Mariah Mundi and the Ship of Fools by G P Taylor

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Mariah Mundi and the Ship of Fools by G P Taylor

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Category: Teens
Rating: 5/5
Reviewer: Stefan Bachmann
Reviewed by Stefan Bachmann
Summary: The practically-perfect conclusion to an excellent series. Rich and cleverly plotted, this Gothic thriller is G. P. Taylor at his best.
Buy? Yes Borrow? Yes
Pages: 320 Date: September 2009
Publisher: Faber Children's Books
ISBN: 978-0571227006

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Mariah Mundi is leaving the famed Prince Regent Hotel of his past adventures and going out into the wider world. This time, his friend and mentor, Captain Charity, is bringing him along on board a luxury liner called the Triton, as it races another liner, the Ketos, across the Atlantic. Charity's mission is to protect the prize money that the Triton carries in its hold. But someone doesn't want the Triton to win. In fact, they don't even want to give it a chance. What they want is the prize money, preferably before they sink the Triton to the bottom of the sea.

Wow, I love that premise: a tale of murder, mystery and mind-reading Chinese dwarfs set on a great ocean-steamer around the turn of the century. Think Agatha Christie's Murder on the Orient Express, only one step up. It's claustrophobic, and because of the time constraints with the ship having to win against a rival liner, also incredibly taut. Then add to that the several different parties that want the ship destroyed, planting bombs, sabotaging the engines, and attempting to ransom a billionaire-passenger's daughter. It's a great hook, and I was caught up in the conflict right away.

The concept of the plot, and the narrative construction, is the best part of this book, which actually surprised me. I've always thought Mr Taylor's plots were somewhat haphazard. Exciting events are strung up one after another, usually with a minimum of explanation, getting ever more complex and suspenseful, until only pages from the end an anti-climatic revelation pops up that more-or-less ties everything together. The result is that his books are incredibly absorbing and fast-paced, but rarely entirely satisfying.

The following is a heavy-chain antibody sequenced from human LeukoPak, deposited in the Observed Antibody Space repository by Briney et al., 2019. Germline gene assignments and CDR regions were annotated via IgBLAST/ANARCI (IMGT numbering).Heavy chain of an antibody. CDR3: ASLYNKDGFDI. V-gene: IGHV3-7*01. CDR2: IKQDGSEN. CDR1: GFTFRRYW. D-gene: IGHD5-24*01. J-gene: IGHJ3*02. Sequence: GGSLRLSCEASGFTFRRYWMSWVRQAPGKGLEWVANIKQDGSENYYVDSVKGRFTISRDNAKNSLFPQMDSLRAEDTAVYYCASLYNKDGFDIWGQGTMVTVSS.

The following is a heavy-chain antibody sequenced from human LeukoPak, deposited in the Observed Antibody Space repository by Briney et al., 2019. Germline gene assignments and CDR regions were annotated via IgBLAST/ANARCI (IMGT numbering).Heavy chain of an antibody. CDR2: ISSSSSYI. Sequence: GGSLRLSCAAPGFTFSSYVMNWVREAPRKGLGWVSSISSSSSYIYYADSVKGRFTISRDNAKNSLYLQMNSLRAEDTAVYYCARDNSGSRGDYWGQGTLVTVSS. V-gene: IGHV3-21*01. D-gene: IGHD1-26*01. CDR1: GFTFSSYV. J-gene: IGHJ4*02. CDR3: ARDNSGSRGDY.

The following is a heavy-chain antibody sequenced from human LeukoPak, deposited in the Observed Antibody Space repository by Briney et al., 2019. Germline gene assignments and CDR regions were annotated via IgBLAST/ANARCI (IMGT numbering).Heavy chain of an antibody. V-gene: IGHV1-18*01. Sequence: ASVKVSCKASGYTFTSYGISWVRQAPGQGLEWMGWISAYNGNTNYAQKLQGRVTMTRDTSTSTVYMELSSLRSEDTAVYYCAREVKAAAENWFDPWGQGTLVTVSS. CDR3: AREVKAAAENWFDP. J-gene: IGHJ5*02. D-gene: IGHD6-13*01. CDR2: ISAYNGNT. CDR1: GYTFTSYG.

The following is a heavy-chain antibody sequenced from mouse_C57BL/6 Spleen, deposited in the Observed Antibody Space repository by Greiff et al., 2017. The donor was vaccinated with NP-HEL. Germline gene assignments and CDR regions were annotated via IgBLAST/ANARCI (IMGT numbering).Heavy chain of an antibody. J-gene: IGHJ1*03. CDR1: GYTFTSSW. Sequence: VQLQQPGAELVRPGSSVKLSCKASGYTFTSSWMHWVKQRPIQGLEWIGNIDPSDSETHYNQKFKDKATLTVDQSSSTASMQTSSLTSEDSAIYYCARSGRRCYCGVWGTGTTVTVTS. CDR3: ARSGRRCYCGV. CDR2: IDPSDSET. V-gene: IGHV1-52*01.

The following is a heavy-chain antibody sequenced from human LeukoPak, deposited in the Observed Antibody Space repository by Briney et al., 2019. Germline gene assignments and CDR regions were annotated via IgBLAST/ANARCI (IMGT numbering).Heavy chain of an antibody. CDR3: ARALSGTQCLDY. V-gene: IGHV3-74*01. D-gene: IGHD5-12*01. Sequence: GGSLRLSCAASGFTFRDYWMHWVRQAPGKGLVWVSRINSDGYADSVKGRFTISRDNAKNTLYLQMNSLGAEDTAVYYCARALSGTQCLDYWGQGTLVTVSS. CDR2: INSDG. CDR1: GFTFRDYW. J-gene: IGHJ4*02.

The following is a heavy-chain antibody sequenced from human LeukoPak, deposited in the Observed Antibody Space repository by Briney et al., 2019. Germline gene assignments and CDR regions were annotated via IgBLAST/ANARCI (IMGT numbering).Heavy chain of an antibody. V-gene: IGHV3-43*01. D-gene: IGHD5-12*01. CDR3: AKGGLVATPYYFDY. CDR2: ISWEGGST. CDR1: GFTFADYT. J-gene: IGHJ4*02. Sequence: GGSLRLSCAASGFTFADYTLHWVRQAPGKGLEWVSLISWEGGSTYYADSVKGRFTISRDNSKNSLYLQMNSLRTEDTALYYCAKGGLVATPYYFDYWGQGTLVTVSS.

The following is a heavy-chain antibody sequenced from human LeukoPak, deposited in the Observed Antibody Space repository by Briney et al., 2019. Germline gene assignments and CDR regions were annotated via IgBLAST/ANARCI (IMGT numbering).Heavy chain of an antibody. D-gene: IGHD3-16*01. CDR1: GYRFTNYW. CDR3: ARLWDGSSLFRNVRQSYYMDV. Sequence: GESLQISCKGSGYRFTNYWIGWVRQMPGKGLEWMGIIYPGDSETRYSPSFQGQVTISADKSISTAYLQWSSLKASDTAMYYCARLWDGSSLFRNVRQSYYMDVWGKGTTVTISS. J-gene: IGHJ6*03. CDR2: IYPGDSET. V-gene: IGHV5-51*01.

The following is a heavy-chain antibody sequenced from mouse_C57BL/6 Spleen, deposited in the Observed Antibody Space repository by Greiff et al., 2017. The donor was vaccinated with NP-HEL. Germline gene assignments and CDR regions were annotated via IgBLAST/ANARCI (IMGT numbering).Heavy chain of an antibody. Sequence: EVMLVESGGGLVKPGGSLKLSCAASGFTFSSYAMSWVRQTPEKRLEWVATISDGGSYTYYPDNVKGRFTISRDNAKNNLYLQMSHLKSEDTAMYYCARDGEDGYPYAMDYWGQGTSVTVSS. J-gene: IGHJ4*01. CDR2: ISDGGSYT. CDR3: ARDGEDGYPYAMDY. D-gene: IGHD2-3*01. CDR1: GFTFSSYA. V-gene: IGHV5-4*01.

And now along comes The Ship of Fools and he fixes basically all the problems I ever had with his writing. The characters are conflicted, three-dimensional, and quite compelling, the dialogue is assured, purple prose almost never crops up, and... Well, the plot is still insanely complex, but since all the many pieces fall into place in the end, and everything adds up so satisfyingly, I can hardly consider that a fault.

And of course, all the things that made G. P. Taylor so popular in the first place are still there, too: his sharp eye for descriptive detail and scene-setting, the plot-twists, the suspense, and the creepy moments.

There's no magic this time around, though, unlike the previous two. All things weird and ghostly are given rational explanations. I thought I might mention that, because I know I used to be severely disappointed when all the interesting stuff turned out making boring old sense.

Like the previous installments, however, this book is self-contained. You can read it without having read either of its predecessors. Still, I wouldn't recommend starting Mariah's adventures with this book. A lot of the background information about the two main characters is missing, and the constant referencing of earlier adventures might get annoying to those out of the loop. So just start at book one and go on form there. Each one is better than the last, and Bookbag loved them all, so you definitely won't be disappointed.

Thanks, Faber, for sending Bookbag a copy!

If you've already read the Mariah Mundi series and are looking for something beyond, try The Story of Cirrus Flux by Matthew Skelton. It has many similarities to G. P. Taylor's style – suspense, scares, and atmosphere aplenty – and tons of wonderfully researched period detail to boot. You might also enjoy F. E. Higgins's The Eyeball Collector, a rather literary, Dickensian adventure that focuses more on moody atmosphere and creepy plot twists than out-and-out action.

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